C&VG1st August 1988
Published in Computer & Video Games #82
US Gold's Desolator is based on the little-known Sega coin-op, Halls Of Kairos (perhaps 'unknown Sega coin-op' might be a better phrase, for no-one I know has even seen the machine!).
Involving the exploits of the imaginatively titled hero, Mac, the player is sent on a rescue mission inside the forbidding walls of the castle owned by the great Satan, Kairos.
The castle interior scrolls vertically down the screen as Mac wends his weary way through corridors and chambers of the stone fortress. The aim is to release the many tiny infants - or 'Peters' (!) - who have been captured and are held captive within mirrors adorning the castle walls. A press of the fire button sees Mac shatter each mirror with a mighty punch, allowing the children to escape and scurry about. Mac then attempts to collect the rampaging kiddies before they disappear off-screen. On collecting six Peters, a temporary Power-up is granted, turning Mac into the invincible machoman and enabling him to cut a swathe of destruction through the castle without gaining so much as a scratch.
Castle Karios is a vertiable menagerie, containing a variety of weird and wonderful opponents to beat. Depending upon the version played, there are up to ten different adversaries, ranging from moronic henchman who simply wander around sapping Mac's energy on contact, to the dreaded Kairos himself. Mac's punching abilities are not limited to inanimate objects, however, and he repels his aggressors with a single deft blow.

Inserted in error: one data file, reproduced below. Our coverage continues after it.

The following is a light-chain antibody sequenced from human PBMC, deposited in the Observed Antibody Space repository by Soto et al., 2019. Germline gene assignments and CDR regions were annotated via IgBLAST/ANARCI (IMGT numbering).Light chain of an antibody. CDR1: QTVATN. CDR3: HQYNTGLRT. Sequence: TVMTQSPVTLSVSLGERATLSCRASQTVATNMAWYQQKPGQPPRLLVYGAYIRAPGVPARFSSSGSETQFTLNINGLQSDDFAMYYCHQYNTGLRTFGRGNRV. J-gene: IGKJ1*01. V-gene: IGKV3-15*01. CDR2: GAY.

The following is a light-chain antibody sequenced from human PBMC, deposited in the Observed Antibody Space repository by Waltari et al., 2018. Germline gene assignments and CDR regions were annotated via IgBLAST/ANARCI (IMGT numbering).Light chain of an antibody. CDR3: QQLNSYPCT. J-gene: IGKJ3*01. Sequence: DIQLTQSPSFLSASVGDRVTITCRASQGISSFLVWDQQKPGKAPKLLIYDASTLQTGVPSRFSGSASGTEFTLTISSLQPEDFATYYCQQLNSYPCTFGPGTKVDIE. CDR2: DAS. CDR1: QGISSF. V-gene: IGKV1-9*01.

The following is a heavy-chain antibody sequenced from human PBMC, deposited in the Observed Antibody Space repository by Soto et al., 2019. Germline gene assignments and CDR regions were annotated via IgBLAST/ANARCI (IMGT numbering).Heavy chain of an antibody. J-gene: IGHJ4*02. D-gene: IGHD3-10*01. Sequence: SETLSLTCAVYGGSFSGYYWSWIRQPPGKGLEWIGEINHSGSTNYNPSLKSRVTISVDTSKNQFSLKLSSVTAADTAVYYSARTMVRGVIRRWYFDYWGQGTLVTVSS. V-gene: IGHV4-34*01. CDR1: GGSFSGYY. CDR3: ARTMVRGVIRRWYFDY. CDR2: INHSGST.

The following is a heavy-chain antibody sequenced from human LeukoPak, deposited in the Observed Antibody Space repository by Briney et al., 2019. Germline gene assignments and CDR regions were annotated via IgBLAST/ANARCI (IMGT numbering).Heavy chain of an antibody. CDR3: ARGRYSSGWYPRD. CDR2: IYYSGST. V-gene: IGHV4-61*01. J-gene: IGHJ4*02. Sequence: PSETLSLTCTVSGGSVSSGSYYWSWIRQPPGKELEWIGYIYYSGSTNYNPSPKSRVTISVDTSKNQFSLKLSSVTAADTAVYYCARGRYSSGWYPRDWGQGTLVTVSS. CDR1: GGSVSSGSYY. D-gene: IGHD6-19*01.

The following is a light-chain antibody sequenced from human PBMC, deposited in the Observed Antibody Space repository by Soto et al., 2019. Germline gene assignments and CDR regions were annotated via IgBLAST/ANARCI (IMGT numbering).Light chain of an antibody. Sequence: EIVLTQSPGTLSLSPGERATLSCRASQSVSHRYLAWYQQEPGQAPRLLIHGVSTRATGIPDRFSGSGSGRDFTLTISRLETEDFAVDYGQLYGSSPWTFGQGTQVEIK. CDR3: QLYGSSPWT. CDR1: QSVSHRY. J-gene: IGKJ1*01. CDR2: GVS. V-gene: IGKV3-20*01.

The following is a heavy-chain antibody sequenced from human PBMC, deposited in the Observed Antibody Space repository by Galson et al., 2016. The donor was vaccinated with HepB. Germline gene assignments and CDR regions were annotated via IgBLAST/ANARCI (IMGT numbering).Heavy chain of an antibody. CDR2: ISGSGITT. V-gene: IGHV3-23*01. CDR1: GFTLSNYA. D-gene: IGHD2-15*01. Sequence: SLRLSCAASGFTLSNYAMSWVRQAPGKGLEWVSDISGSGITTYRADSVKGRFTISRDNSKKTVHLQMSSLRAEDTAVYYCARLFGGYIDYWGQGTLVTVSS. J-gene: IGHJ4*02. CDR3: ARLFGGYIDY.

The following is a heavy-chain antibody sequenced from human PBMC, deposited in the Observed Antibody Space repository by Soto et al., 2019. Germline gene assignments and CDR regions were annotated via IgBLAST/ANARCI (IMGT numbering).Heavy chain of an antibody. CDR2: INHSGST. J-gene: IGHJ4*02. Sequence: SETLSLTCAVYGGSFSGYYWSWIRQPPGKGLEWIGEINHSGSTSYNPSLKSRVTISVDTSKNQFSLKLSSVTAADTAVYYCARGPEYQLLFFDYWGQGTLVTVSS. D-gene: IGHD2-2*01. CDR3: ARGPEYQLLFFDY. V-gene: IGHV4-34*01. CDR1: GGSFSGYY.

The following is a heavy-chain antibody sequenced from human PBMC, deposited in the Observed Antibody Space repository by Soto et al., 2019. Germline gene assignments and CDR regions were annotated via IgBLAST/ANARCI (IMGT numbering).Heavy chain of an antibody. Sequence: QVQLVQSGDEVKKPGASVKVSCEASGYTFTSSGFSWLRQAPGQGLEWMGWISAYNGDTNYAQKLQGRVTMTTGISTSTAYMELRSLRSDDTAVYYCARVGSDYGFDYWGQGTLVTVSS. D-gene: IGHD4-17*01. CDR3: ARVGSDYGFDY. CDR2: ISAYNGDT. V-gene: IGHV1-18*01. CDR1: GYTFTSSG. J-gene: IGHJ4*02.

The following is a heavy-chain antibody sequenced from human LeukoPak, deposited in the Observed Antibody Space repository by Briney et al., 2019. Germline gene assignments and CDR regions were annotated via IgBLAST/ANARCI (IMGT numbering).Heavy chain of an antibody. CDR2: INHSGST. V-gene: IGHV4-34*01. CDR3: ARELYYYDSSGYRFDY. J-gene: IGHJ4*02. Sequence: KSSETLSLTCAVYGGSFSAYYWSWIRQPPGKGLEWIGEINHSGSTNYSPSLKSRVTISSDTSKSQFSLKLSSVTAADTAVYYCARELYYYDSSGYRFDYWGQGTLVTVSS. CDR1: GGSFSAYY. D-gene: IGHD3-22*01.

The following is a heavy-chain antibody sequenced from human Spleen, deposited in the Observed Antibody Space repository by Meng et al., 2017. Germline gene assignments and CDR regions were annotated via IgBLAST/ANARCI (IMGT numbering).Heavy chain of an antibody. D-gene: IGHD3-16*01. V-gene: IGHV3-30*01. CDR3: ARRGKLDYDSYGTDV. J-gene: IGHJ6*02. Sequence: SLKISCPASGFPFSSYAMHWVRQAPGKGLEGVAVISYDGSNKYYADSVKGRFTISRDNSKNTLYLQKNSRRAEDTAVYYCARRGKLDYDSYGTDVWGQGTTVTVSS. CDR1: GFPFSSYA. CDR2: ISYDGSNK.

Further opposition is provided in the shape of laser-spitting ornaments, land mines and barrels which roll around the floor. According to the instructions, punching barrels turns them into weapons which Mac can then use. I tried this repeatedly but simply got rolled over: either this function wasn't working on the review copy - or it's incredibly difficult to affect.
Mac's mission is aided by activating a large array of devices which have differing, but generally destructive effects on visible characters. He can also collect a limited supply of bombs and perform acrobatic forward 'flips' - in practice, a totally useless activity.
The action offers by Desolator isn't the most original or interesting I've ever seen. Progress is slow and the gameplay is marred by niggling faults, such as the fact that Mac can't move and punch at the same time. The incessant hordes of enemies which constantly assail our poor hero also help to make this game a rather short affair.
Overall, Desolator is an average game that offers a reasonable amount of entertainment - take it or leave it.